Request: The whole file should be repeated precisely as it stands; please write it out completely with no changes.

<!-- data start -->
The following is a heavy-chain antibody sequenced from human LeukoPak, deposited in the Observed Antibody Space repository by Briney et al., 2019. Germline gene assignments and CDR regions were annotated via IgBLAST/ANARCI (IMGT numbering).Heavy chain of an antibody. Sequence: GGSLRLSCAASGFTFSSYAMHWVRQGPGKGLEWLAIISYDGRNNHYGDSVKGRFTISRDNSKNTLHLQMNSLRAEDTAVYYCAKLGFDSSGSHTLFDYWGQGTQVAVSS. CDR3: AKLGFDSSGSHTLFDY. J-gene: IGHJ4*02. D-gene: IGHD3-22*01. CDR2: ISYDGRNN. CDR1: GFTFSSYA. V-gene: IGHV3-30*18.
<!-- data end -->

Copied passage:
The following is a heavy-chain antibody sequenced from human LeukoPak, deposited in the Observed Antibody Space repository by Briney et al., 2019. Germline gene assignments and CDR regions were annotated via IgBLAST/ANARCI (IMGT numbering).Heavy chain of an antibody. Sequence: GGSLRLSCAASGFTFSSYAMHWVRQGPGKGLEWLAIISYDGRNNHYGDSVKGRFTISRDNSKNTLHLQMNSLRAEDTAVYYCAKLGFDSSGSHTLFDYWGQGTQVAVSS. CDR3: AKLGFDSSGSHTLFDY. J-gene: IGHJ4*02. D-gene: IGHD3-22*01. CDR2: ISYDGRNN. CDR1: GFTFSSYA. V-gene: IGHV3-30*18.